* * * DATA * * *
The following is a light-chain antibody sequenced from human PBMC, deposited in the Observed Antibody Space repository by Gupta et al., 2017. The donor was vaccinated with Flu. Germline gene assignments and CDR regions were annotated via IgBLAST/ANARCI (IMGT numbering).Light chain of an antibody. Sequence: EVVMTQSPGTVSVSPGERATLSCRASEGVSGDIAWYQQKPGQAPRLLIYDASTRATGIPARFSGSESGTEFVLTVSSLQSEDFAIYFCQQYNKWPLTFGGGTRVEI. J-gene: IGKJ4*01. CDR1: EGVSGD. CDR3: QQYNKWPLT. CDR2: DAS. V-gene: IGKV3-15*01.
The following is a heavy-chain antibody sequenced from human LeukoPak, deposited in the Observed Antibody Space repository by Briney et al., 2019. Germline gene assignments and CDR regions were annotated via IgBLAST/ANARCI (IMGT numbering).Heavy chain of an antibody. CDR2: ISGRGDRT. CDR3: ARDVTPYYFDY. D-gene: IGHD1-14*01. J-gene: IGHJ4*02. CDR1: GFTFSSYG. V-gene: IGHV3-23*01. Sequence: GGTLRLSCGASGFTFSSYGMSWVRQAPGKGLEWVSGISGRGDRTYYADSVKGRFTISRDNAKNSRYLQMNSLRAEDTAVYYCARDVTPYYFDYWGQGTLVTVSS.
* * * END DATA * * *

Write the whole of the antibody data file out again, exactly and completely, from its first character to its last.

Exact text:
The following is a light-chain antibody sequenced from human PBMC, deposited in the Observed Antibody Space repository by Gupta et al., 2017. The donor was vaccinated with Flu. Germline gene assignments and CDR regions were annotated via IgBLAST/ANARCI (IMGT numbering).Light chain of an antibody. Sequence: EVVMTQSPGTVSVSPGERATLSCRASEGVSGDIAWYQQKPGQAPRLLIYDASTRATGIPARFSGSESGTEFVLTVSSLQSEDFAIYFCQQYNKWPLTFGGGTRVEI. J-gene: IGKJ4*01. CDR1: EGVSGD. CDR3: QQYNKWPLT. CDR2: DAS. V-gene: IGKV3-15*01.
The following is a heavy-chain antibody sequenced from human LeukoPak, deposited in the Observed Antibody Space repository by Briney et al., 2019. Germline gene assignments and CDR regions were annotated via IgBLAST/ANARCI (IMGT numbering).Heavy chain of an antibody. CDR2: ISGRGDRT. CDR3: ARDVTPYYFDY. D-gene: IGHD1-14*01. J-gene: IGHJ4*02. CDR1: GFTFSSYG. V-gene: IGHV3-23*01. Sequence: GGTLRLSCGASGFTFSSYGMSWVRQAPGKGLEWVSGISGRGDRTYYADSVKGRFTISRDNAKNSRYLQMNSLRAEDTAVYYCARDVTPYYFDYWGQGTLVTVSS.